Super Bowl Cybercrime

Super Bowl 50 is coming to my hometown and, along with it, over a million devoted fans who’ll pack events, concerts and restaurants from San Francisco to Santa Clara. That week they, along with fellow fans across the nation, will go nuts for anything related to the ultimate football showdown. They’ll don team t-shirts and hats, stick bumper stickers and flags on their cars, they’ll even paint their faces, chests and bellies team colors to prove their dedication.

Now, I’ll admit I don’t know much about football, but I do know how all of this exuberance makes fans easy targets for cyber criminals. There are all kinds of football-related sites and apps out there to keep fans informed and entertained and tons of venues with open Wi-Fi access that make getting Internet access a breeze.

But, how do you know which ones you can trust?

Cyber criminals can turn the apps you know and love into tiny Trojans capable of stealing your sensitive data like email, instant messages, contacts, calendar appointments and even your photos and documents. Or worse, they could connect to your mobile device and control it remotely without your knowledge.

One way they do this is by taking popular trusted apps like Facebook or even mobile banking apps and injecting them with malicious lines of code (malware). With these infected apps ready to go, cyber criminals can easily trick you into installing them.

If you’ve received a link to a random Super Bowl app or site in an SMS or email messages, there’s a good chance it’s from someone preying on your love of the game. Or, they’ll target visiting fans with links to local offers and discounts that, when clicked, download malware that could trigger a digital nightmare.

The bait doesn’t end there, though.

Clever cybercriminals also use social networks to lure you in. In fact, scientists took a sampling of Super Bowl 49 tweets from last year and found tons of malicious URLs that infected devices right away. And since these URLs are usually shortened, it’s next to impossible to know which ones are legitimate and which ones aren’t.

Making matters worse, it’s pretty easy to set up fake Wi-Fi hotspots that look real enough to trust. With these rogue hotspots, cyber criminals can capture or even change data as it travels to and from a mobile device. Everything on your phone – photos, emails, contacts, even credit card information – could be accessible and vulnerable for cybercriminals to exploit.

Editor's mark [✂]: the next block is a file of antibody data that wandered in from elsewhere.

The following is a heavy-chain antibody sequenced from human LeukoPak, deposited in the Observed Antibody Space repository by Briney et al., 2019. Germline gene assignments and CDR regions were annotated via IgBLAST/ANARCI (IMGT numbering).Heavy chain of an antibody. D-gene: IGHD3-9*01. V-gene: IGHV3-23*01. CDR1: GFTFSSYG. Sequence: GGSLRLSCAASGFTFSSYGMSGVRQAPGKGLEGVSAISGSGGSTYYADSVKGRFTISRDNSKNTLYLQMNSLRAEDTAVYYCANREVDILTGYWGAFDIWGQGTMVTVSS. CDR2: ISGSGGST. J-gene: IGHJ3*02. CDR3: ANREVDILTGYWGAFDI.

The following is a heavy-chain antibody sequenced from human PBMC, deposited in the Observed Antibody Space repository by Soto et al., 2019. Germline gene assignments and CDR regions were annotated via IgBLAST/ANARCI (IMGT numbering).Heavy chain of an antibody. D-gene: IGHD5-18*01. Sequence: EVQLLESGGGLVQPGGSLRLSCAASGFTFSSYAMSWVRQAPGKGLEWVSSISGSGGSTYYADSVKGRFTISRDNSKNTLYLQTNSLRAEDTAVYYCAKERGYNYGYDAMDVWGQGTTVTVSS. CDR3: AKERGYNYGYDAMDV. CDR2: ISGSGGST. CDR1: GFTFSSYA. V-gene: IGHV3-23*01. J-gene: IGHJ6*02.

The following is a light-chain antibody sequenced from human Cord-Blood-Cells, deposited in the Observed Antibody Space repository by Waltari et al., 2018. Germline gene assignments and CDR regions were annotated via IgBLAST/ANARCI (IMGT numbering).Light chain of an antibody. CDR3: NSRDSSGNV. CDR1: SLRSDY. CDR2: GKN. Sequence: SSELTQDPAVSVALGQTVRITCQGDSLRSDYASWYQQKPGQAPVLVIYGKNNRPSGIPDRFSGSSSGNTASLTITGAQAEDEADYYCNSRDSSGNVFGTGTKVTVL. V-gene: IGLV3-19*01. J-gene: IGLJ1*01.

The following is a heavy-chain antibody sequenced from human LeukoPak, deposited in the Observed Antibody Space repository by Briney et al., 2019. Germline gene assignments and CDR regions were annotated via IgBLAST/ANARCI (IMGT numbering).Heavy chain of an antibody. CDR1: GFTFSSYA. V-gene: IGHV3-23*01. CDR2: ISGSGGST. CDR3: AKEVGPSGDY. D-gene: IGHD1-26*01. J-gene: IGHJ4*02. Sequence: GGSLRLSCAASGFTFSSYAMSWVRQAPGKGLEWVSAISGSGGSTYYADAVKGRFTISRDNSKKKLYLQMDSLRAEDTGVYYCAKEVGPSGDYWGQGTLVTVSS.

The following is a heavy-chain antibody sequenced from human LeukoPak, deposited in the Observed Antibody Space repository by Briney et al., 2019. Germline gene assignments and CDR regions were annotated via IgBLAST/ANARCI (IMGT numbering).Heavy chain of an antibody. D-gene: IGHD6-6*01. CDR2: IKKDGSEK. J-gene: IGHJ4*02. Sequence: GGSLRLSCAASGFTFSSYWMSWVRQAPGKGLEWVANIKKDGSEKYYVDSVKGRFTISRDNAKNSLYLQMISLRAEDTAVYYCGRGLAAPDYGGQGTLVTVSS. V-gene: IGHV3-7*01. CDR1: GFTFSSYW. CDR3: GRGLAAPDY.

That’s some pretty scary stuff, so what can you do to protect yourself?

The truth is plenty! Most cyberattacks can be thwarted by using your own good, common sense. Here are some tips to help keep you safe before and after kickoff:

  • Only download apps from official marketplaces like Google Play and the Apple App Store. If you do tap a link to a malicious download, cancel it.
  • Don’t root or jailbreak your Android or iOS device. Opening up root access can allow cybercriminals to bypass built-in security features that keep you safe.
  • Keep your Wi-Fi radio turned off if you don’t need it, or make sure it’s not set to connect to Wi-Fi hotspots automatically without your authorization.
  • Verify that the Wi-Fi hotspot you’re going to use is legit. It only takes a few seconds to ask a barista, and it only takes criminals a few seconds to steal your data.
  • Enable remote lock and find features like Android Device Manager or Apple’s Find My Phone. If your device is lost or stolen, lock it remotely, or even wipe it clean.

Jeff Zacuto is a San Franciscan, gadget geek, and senior mobile security marketer at Check Point Software Technologies. His 15 years of experience with mobile technology, security and compliance gives him a unique perspective on the needs and expectations of IT and security professionals, end users and corporate executives.